Microsoft provides a Speech API - SAPI - which covers both Speech Recognition and Speech Synthesis. Most of this page deals with Speech Recognition (SR). It is provided as a DLL, which works very nicely (thanks to Thomas and co.) with Visual Prolog 7.2, and with a defined grammar. It is surprisingly accurate and responsive, even with a cheap microphone. Microsoft has produced SAPI recognizers for 4-5 languages including English. PDC has produced a SAPI recognizer for Danish: Dictus. There may also be SAPI recognizers for other languages (but other than MS and PDC there don't seem to be any).
SAPI is the link between programs and Speech Recognition Engines, much like ODBC is the link between programs and SQL databases.
Generally, the COM/DLL is provided with Windows (but see below - "Availability"). With a copy of the DLL in your project folder, it's easy to import it into your project. It is not necessary for it to be there at run time (i.e. there's no need to distribute it with your app to end users).
If you need it (see "availability" below) you can download the SDK here: MS Download site; you need the 68Mb file SpeechSDK51.exe near the bottom of the page.
The SAPI overviews are here:
To do - SAPI5.1 on the MS site?
When your program runs, you say something into the mic, pause, and the speech callback predicate is called. You then extract what was spoken as a string_list, which you pass onto your own predicate to process.
To do - Other data can be extracted?
Extract from MS Speech SDK 5.1 Help File
The Microsoft Speech API (SAPI) is a software layer used by speech-enabled applications to communicate with Speech Recognition (SR) engines and Text-to-Speech (TTS) engines. SAPI includes an Application Programming Interface (API) and a Device Driver Interface (DDI). Applications communicate with SAPI using the API layer and speech engines communicate with SAPI using the DDI layer.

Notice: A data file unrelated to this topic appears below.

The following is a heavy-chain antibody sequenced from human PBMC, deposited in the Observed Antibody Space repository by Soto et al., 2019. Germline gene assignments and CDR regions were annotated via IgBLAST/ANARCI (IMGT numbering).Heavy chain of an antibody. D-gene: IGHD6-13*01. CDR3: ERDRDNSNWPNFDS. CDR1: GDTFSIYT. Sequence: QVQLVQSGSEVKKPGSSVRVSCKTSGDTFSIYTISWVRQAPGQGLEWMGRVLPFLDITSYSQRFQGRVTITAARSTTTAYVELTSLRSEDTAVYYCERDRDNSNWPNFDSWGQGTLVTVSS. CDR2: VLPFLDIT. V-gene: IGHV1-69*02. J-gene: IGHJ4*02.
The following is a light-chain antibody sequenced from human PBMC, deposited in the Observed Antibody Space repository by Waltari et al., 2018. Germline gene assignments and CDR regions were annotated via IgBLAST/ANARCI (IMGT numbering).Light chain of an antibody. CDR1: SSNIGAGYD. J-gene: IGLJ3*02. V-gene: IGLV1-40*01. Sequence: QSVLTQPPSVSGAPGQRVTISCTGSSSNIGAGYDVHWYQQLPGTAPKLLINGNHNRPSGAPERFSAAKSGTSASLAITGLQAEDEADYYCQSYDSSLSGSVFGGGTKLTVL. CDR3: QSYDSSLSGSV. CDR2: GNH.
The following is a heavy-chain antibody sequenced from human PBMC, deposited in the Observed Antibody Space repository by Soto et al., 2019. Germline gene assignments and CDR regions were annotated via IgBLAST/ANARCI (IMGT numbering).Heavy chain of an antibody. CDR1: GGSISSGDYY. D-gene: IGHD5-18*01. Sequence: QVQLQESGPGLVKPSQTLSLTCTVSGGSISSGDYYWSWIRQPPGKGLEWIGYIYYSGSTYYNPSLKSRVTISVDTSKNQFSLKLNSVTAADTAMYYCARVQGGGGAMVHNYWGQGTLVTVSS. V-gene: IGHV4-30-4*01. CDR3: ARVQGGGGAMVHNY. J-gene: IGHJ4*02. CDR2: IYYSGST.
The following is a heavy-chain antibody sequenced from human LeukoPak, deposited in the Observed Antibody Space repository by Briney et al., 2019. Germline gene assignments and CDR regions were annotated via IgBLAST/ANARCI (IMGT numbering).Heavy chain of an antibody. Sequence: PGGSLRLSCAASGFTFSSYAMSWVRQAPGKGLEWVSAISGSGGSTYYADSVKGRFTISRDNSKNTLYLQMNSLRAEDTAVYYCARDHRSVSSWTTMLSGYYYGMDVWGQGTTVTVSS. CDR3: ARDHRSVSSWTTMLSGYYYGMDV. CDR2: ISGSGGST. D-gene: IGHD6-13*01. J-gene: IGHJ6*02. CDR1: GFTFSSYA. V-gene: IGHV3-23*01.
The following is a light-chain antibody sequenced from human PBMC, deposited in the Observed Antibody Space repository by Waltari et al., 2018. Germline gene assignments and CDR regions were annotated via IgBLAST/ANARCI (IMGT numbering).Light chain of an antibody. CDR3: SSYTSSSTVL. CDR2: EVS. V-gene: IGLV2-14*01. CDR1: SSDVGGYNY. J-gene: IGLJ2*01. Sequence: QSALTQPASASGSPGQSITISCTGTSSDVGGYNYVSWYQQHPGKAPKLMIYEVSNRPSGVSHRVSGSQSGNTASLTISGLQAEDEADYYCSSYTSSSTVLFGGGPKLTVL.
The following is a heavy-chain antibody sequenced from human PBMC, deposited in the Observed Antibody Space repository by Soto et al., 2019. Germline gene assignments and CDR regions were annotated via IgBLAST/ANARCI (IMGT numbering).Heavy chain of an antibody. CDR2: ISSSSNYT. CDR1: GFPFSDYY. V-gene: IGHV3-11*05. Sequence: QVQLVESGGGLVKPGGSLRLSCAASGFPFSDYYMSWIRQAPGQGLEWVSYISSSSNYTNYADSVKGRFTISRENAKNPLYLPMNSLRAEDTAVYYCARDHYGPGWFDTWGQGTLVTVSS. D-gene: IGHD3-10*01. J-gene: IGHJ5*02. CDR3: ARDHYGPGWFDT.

A speech-enabled application and an SR engine do not directly communicate with each other – all communication is done using SAPI. SAPI controls a number of aspects of a speech system, such as:
- Controlling audio input, whether from a microphone, files, or a custom audio source; and converting audio data to a valid engine format.
- Loading grammar files, whether dynamically created or created from memory, URL or file; and resolving grammar imports and grammar editing.
- Compiling standard SAPI XML grammar format, and conversion of custom grammar formats, and parsing semantic tags in results.
- Sharing of recognition across multiple applications using the shared engine, as well as all marshaling between engine and applications.
- Returning results and other information back to the application and interacting with its message loop or other notification method. Using these methods, an engine can have a much simpler threading model than in SAPI 4, because SAPI 5 does much of the thread handling.
- Storing audio and serializing results for later analysis.
- Ensuring that applications do not cause errors – preventing applications from calling the engine with invalid parameters, and dealing with applications hanging or crashing.
The SR engine performs the following tasks:
- Uses SAPI grammar interfaces and loads dictation.
- Performs recognition.
- Polls SAPI for information about grammar and state changes.
- Generates recognitions and other events to provide information to the application.
The above text can also be found online, but is for SAPI5.4 :
Setting up your project
When you create a new VIP project and try to generate the prolog "glue" to the SAPI COM, the code generated is not perfect. You will have noticed in the forum that this is not a trivial task, and everyone seems to write their COMs differently. So Thomas has provided the tidied-up code here:
So first generate the faulty COM code using the IDE (at the point where you add the DLL to the project) so that all the folders and classes are created, and then overwrite these files with the correct code in Windows explorer.
Dictation versus Commands
Briefly, SAPI SR works in two modes. One is dictation - a "free form" mode for dictating letters etc. SR isn't great in this mode. ToDo - is there a training mode?
The second mode is "command mode" whereby SAPI is provided with a grammar that makes it easier for it to understand, since there is a restricted limited number of words to work with. Results are much better than in dictation mode. If you give it a grammar such as: